Are Over-Structured Kids Forgetting How to Play?

Written by Wes Walker on February 28, 2014

Like so many other things in the last 50 years, childhood has undergone an overhaul.

Stories of neighborhood kids getting together for a spontaneous game of ball have begun to seem alien to us, “quaint”, even.

Sure, that probably happened “in the olden days”, just not in our modern, fast-paced world.  Today, many parks so carefully designed (and occasionally rebuilt with newer, stricter safety standards) sit silent and unused.  The kids aren’t there.

These days, we’ve got soccer practice, dance recitals, after-school care, day camp, summer camp, karate, piano, swimming, gymnastics or a host of other gotta-get-to-the-next-one activities.  We’re frantically jumping from one to the next, trying to squeeze in a good meal in along the way.

Add in all the modern complications that are crowding out once-normative intact two-parent families, and I don’t even know how anyone can keep up.

But there is a price being paid and, as usual, it’s the kids picking up the tab.

As reported by Justina Reichel, the price they are paying is substantial — they are forgetting how to play. Is forgetting how to play serious? You bet:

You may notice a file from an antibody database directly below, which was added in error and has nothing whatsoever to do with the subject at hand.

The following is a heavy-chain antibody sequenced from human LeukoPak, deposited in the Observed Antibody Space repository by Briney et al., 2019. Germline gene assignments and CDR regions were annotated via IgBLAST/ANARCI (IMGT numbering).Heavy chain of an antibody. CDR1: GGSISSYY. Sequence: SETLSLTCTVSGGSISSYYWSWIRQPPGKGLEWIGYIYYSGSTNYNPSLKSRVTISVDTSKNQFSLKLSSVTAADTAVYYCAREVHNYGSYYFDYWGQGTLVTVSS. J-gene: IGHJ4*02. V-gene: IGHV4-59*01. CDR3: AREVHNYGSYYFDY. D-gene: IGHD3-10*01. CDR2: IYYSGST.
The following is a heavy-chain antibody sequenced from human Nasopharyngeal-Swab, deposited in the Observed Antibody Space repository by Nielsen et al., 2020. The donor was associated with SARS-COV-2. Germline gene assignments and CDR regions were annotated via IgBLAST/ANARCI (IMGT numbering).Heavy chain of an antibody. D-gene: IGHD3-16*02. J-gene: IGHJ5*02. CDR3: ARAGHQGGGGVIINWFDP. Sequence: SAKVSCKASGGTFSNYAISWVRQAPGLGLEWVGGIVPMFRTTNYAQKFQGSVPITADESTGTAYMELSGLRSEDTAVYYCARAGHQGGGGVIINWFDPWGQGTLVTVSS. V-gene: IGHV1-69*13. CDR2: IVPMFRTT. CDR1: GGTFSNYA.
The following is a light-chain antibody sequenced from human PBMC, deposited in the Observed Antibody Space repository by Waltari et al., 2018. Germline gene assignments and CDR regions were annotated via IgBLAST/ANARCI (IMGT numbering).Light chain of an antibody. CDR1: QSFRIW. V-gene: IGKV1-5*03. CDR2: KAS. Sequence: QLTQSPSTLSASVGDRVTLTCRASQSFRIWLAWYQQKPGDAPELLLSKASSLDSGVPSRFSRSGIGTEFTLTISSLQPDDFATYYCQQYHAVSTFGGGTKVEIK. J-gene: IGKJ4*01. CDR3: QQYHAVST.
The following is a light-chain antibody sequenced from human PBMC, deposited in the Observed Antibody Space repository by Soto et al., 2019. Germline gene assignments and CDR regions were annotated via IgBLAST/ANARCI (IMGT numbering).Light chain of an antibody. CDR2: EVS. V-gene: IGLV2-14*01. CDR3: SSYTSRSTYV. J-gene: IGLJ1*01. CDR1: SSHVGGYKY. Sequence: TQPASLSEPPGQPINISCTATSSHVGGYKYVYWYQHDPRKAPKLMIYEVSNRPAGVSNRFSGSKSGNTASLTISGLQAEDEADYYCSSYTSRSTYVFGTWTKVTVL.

“We’re starting to see that kids don’t know how to play,” [health and physical education consultant Sharon Seslija] says, noting that play—particularly unsupervised outdoor play—has an important role in children’s development.

This lack of outdoor playtime may be affecting childhood development, according to experts.

Studies show that in addition to the physical benefits of exercise, outdoor play and exposure to the natural world or “green space” has a number of cognitive, emotional, and social development benefits.

Play has been shown to improve and foster motor function, creativity, decision-making, problem-solving, social skills, control emotions, and helps develop speech in preschoolers. It also allows youngsters to try new things, test boundaries, and learn from their mistakes in a safe environment.

It looks like our parents and grandparents, with their “don’t come back until suppertime” approach really did know what was best for us.